- Charles Ealy Special to the American-Statesman
“Three Billboards Outside Ebbing, Missouri” will make you laugh — and then make you wonder whether you should be laughing. And that’s why it’s so good. There are no easy answers.
At first, it seems like a fairly justifiable act: putting up three billboards to question why her daughter’s rape and murder has not been solved one year later. Mildred Hayes (Frances McDormand), the mother of the victim, hopes that it will stir the local police to action, and she has been grieving and blaming herself for the past year. She needs to do something.
But the billboards attack the popular chief of Ebbing’s police, William Willoughby (Woody Harrelson), and he’s dying of cancer. He has tried to solve the case but keeps running into dead ends and wonders whether the case will ever be settled. Sometimes, that just happens.
Then there’s Willoughby’s second-in-command, Officer Dixon (Sam Rockwell), a racist thug who beats up the town’s African-American residents and has a big beef with Mildred for putting up the signs and maligning his boss.
With that setup, you might think you could side with Mildred, feel sympathy for Willoughby and despise Dixon. But writer/director Martin McDonagh doesn’t let us get too comfortable.
As Mildred, McDormand is a force of nature. She has one of the foulest mouths on the planet, and when a priest tries to persuade her to take down the billboards, he is so stunned by Mildred’s comeback that he can do nothing but shut up and leave. It’s one of the film’s strongest scenes.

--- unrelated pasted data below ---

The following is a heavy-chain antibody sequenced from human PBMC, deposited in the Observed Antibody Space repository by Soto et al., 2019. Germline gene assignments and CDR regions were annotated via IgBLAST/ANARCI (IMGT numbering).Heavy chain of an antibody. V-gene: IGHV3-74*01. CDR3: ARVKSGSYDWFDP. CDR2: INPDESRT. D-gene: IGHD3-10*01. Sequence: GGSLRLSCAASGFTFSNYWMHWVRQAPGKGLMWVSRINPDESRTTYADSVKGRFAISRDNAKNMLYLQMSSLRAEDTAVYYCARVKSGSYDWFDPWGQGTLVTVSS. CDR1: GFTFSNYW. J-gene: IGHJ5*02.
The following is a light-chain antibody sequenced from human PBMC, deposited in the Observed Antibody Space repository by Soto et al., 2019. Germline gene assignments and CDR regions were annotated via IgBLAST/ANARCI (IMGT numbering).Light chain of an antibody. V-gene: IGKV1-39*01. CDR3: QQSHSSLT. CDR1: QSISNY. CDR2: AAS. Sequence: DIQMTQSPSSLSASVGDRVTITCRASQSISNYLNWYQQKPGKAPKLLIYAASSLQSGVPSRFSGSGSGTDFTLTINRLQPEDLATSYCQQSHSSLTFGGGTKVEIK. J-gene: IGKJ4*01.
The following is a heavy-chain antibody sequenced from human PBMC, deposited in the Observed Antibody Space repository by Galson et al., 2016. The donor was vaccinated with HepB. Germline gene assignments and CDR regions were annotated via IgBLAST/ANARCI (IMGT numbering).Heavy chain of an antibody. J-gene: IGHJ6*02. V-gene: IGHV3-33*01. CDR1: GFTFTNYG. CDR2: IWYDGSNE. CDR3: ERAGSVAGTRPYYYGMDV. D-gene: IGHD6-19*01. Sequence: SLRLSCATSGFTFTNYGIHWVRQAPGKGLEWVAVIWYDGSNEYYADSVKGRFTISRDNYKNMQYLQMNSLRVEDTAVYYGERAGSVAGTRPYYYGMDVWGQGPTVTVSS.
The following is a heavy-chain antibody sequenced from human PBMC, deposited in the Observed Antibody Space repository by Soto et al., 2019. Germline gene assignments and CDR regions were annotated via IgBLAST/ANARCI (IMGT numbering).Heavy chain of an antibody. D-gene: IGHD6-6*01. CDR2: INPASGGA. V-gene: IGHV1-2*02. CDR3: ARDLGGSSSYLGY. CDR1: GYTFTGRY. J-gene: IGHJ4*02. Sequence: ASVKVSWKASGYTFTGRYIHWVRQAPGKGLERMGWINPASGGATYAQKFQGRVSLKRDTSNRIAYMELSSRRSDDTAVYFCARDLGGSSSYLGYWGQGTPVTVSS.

It’s interesting to imagine that McDormand will get nominated for an Oscar, and the Academy of Motion Picture Arts and Sciences will struggle to find a clip of her performance that can be shown without having to bleep out words.
McDonagh, meanwhile, draws out strong performances from Harrelson and Rockwell, too. As Willoughby, Harrelson is genuinely likable. He loves his wife and family. He’s trying to do the right thing. And he’s really facing an awful battle with cancer. There’s a strong, revelatory scene featuring Willoughby and Mildred, alone together, when Willoughby’s illness becomes obvious — and Mildred’s humanity is obvious, too.
Rockwell’s Dixon is a tougher case. But McDonagh develops his character in unexpected ways.
Other characters, including Mildred’s beleaguered son Robbie (Lucas Hedges) and town character James (Peter Dinklage), add depth to the movie in unexpected ways.
There’s only one minor, false note in the whole film. And that involves a suspect from Idaho who passes through Ebbing twice. Idaho, of course, is nowhere near Missouri. When asked about this during a recent interview, McDonagh, who grew up in London, laughed and said he just liked the sound of the word “Idaho.”
Indeed. When it comes to sounds and words and sights, McDonagh has a knack.